LOS ANGELES, August 27, 2013 — Every year you read about a must-have player and every year you end up drafting him. You may draft him earlier than you should have or you may choose a certain player that was hyped up over a comparable player and end up regretting it. The fantasy hype machine has a tendency to feed off of itself. Here is a list of the top five players that have been overrated by the fantasy machine.
Andre Johnson, wide receiver, Houston Texans — Over the years, Andre Johnson, 32, has built a reputation as a legitimate top five receiver when healthy. An argument could be made that he is a top three receiver. Health being the keyword there, of course, as it has been an issue in recent years. In 2012, he battled a strained groin for almost half of the season. In 2011, he was sidelined for a total of nine games due to a hamstring injury. Simply looking on paper at his production, 112 catches, 1598 yards, 4 touchdowns, can mislead a lot of people into drafting him high as a top 10 player, but this is really a statistical fallacy.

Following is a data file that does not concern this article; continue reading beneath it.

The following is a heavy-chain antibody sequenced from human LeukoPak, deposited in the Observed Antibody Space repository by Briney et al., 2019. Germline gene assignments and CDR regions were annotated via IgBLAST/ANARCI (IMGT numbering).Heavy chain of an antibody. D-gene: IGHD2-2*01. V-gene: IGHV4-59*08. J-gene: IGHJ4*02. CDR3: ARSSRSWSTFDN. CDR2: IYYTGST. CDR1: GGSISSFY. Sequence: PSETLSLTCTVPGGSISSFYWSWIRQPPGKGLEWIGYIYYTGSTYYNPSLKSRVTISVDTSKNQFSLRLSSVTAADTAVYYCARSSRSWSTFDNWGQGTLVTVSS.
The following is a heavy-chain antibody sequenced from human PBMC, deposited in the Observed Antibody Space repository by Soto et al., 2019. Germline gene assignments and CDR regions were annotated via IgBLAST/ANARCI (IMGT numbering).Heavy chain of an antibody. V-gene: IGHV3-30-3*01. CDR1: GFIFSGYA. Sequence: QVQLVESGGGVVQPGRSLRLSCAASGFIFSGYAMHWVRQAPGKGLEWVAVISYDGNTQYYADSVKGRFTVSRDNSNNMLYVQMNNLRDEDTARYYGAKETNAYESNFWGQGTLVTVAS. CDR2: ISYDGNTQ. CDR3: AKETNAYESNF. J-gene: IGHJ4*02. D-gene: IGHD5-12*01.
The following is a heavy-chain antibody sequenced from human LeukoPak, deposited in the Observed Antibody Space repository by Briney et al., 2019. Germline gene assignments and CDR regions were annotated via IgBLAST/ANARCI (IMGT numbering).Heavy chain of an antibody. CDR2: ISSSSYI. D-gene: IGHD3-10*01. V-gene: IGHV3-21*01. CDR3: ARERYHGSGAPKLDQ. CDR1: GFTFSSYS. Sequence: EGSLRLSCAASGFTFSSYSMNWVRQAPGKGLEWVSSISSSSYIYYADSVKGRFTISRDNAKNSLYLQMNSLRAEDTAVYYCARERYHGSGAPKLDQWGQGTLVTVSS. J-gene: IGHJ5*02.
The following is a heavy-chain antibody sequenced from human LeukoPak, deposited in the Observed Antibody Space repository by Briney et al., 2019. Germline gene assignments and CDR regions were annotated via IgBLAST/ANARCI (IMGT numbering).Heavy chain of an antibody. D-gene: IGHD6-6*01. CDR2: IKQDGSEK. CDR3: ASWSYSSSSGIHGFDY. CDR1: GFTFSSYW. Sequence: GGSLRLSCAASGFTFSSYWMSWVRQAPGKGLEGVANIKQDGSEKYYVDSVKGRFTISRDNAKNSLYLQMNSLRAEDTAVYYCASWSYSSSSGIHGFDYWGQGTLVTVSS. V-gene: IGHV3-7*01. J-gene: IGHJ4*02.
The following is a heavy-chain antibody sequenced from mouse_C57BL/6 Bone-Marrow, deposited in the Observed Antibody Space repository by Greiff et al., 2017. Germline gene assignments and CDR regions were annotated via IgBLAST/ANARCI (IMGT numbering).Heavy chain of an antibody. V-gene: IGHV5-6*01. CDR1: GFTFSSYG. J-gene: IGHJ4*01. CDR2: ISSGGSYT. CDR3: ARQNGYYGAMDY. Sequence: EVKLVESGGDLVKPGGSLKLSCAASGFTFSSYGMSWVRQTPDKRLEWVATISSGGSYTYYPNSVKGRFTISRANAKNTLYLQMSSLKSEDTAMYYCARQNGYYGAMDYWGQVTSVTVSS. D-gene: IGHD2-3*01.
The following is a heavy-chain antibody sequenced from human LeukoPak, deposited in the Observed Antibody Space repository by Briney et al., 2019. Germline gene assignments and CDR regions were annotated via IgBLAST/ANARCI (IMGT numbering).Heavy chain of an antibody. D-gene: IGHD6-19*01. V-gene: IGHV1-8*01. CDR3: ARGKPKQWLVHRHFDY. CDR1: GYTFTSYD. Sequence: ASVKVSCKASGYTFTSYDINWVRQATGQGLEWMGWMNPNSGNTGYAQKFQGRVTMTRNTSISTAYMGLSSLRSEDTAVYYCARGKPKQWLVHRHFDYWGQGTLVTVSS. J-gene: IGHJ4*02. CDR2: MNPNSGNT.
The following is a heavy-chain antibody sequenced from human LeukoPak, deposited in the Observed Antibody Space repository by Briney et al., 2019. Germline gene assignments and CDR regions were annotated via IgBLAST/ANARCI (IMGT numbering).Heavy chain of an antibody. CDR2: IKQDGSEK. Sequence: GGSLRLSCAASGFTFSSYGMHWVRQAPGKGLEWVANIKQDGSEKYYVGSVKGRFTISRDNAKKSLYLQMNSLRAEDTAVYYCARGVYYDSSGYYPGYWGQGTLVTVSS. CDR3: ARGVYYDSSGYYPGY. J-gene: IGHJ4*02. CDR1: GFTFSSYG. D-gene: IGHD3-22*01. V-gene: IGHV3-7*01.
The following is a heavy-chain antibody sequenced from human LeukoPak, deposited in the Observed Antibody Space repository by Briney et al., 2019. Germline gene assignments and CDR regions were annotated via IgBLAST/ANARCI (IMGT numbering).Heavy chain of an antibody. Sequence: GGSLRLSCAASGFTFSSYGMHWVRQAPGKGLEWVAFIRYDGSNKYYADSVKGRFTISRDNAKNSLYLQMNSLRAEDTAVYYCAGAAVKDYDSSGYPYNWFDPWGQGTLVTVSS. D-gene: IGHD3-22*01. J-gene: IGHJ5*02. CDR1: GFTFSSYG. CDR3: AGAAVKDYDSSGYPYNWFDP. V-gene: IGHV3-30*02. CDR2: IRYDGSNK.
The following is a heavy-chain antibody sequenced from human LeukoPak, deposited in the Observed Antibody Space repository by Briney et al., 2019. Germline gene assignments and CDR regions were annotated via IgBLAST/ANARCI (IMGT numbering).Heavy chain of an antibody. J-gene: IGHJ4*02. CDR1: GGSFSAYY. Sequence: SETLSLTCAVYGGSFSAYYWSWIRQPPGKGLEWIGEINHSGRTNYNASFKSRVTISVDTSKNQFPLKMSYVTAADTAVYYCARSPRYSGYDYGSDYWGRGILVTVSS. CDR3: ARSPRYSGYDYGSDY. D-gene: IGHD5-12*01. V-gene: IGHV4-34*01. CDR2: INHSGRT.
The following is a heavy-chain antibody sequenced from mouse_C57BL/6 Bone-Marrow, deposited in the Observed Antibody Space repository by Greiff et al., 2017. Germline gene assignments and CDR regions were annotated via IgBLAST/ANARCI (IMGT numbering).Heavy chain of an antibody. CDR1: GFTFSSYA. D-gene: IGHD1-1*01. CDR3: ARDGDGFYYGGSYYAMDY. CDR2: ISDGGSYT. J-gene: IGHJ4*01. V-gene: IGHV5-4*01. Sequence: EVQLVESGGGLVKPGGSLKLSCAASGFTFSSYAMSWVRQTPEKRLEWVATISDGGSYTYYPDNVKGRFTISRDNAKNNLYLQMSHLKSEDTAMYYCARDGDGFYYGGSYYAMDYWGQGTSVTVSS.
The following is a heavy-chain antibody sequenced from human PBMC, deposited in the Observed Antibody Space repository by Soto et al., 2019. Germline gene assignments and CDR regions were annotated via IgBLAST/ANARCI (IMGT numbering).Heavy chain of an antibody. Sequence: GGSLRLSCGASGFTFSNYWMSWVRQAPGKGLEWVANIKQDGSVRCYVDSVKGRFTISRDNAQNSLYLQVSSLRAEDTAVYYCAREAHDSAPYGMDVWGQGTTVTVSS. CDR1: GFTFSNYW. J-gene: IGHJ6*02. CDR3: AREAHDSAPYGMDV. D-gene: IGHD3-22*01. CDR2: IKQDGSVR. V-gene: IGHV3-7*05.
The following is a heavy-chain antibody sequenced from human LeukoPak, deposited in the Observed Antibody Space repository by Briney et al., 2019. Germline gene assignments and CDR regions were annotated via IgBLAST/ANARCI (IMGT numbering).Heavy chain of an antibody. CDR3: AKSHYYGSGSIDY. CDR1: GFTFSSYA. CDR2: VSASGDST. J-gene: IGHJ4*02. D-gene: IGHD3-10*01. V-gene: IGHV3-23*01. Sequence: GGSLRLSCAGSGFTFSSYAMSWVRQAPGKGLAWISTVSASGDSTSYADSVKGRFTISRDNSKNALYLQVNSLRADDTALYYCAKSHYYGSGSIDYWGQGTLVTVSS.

If you look at the game by game production last season, he got off to very slow start, and did not really start putting up decent numbers until the second half. There are also some concerns as to whether or not he has lost a step given his age entering his 10th season. Another interesting fact is that he has yet to produce a season with double digit touchdowns in his career. If he is not having a great receiving game in yards, it is less than likely he will make up for it with touchdowns. Lastly, not having a legitimate second option at receiver really hurts him as good defensive teams are able to focus more on just him and usually take him out of the game.
Colin Kaepernick, quarterback, San Francisco 49ers — Colin Kaepernick took fantasy football by storm last year with his stellar play, and production. In just eight games he passed for more than 1700 yards and 10 touchdowns. Couple that with fact that he also rushed for an additional 415 yards and another 3 touchdowns and it is easy to see why people are hyped about him going into this season. However, it should be noted that out of the eight games he started, only three of those teams had winning records, and just two actually made the playoffs.